I just want simplicity. Clarity. Time and space and energy to live in the moment.

A wise woman once told me that she never does anything that doesn’t bring her joy. That’s where I want to be. That’s my revised goal for February. Minimizing anything and everything that does not bring me joy. (Because you know I’m not getting chickens anymore, right?)


About Not-so-SuperMomma

See my previous blog at to learn about how I used to be a SuperMom ...
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5 Responses to Soul Searching

  1. Susan says:

    I think this is why my re-visit to Maslow focused more on Satisfaction than Need.
    Need is such a demanding term but the fulfillment of a Need is defined by satisfaction with the fulfillment. Satisfaction is defined by Expectation. Need, which would seem such a generally accepted “must have to survive” thing, becomes a subjectively defined satisfaction of a pre-supposed expectation.
    You seem to be shifting your expectations, which seems to redefine your satisfaction with fulfillment. Perhaps?
    Your journey fascinates me and I am so grateful for your “bear it all” attitude toward documenting your discoveries.
    I believe you are challenging yourself, and through this blog, many of us “out here” to look at our expectations and evaluate them; to discern the illusory from the practical and possibly, to realize that satisfaction is already within our grasp.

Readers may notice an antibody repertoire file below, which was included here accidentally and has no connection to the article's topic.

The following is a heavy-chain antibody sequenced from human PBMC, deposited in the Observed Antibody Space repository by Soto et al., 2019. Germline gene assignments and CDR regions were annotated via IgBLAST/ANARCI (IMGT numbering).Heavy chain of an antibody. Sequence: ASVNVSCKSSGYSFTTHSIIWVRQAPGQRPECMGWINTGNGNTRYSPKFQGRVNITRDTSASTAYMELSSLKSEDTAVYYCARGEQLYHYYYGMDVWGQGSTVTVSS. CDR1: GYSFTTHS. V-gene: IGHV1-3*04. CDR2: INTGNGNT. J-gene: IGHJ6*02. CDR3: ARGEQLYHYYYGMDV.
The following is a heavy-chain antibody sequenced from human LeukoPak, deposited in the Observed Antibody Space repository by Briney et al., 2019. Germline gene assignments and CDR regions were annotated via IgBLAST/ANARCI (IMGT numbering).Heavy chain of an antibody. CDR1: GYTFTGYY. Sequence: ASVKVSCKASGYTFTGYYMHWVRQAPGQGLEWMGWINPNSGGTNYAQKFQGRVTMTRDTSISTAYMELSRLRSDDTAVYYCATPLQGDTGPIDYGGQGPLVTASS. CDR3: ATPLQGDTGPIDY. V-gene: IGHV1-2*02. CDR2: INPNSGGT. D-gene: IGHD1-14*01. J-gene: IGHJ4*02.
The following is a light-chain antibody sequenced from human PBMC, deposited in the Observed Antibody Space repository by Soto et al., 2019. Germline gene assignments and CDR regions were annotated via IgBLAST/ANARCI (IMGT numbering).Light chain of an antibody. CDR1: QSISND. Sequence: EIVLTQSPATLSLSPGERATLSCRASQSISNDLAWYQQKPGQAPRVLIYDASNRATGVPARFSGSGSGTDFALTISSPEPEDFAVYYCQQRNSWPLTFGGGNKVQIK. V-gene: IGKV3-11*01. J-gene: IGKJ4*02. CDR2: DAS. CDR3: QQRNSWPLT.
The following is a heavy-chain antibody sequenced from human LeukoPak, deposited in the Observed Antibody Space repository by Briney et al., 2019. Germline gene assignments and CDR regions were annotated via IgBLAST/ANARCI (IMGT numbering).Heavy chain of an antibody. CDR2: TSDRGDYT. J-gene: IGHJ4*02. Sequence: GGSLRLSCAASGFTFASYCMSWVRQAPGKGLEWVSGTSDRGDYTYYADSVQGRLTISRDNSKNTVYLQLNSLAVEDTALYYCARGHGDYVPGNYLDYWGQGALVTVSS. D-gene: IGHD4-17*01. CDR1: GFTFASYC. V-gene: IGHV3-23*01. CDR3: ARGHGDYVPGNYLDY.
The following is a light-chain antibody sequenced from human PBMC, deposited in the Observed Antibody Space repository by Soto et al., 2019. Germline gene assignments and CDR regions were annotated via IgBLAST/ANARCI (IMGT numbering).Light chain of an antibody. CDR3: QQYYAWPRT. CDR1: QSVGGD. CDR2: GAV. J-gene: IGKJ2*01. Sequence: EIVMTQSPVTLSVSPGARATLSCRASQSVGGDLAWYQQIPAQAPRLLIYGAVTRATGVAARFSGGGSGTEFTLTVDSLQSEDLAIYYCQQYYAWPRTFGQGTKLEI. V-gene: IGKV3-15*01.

• As iron sharpens iron, my friend … thank you for reading, and for sharing your thoughts and insights here as well. I’m grateful for all of the feedback I’ve been receiving, and am inspired to continue to foster a community of like-minded folks out here.

  2. Lisa says:

    I always enjoy your real, raw posts. Thank you for once again reminding us that the point in stripping away all the layers of stuff, energy vampires and gunk in life is to enjoy the beauty of today. I too, live in the beautiful PNW and enjoyed the cool but finally bright sunshine this week! My heart longs to be on an island elsewhere too, while doing good for someone in a struggling country. Then I remind myself, that while that may possible, should I choose it, I am here now with an amazing husband, and four beautiful kids that will someday go off in the world and spread the sunshine that radiates from them. This too, is an amazing life! Thank you for sharing yours!

    • Thank you so much for your feedback. I always feel a little silly when I stray from the topic of minimizing material goods and share the depths of me with the world, but the positive and inspiring words I’ve received in response this week make me think I am on the right path. I hope you are enjoying another beautiful, sunny day today. I’m getting ready to head outside and soak up every last ounce of Vitamin D that the sun will afford me. I just glanced briefly at your website, and am so inspired by Pure Vitality. I’ll be spending some more time there after the sun goes down, and may reach out to you that way as well … I think we may be journeying down similar paths …

  3. Pingback: Simplicity, Minimalism, and the Ancient Ascetic « The New Archaeology of the Mediterranean World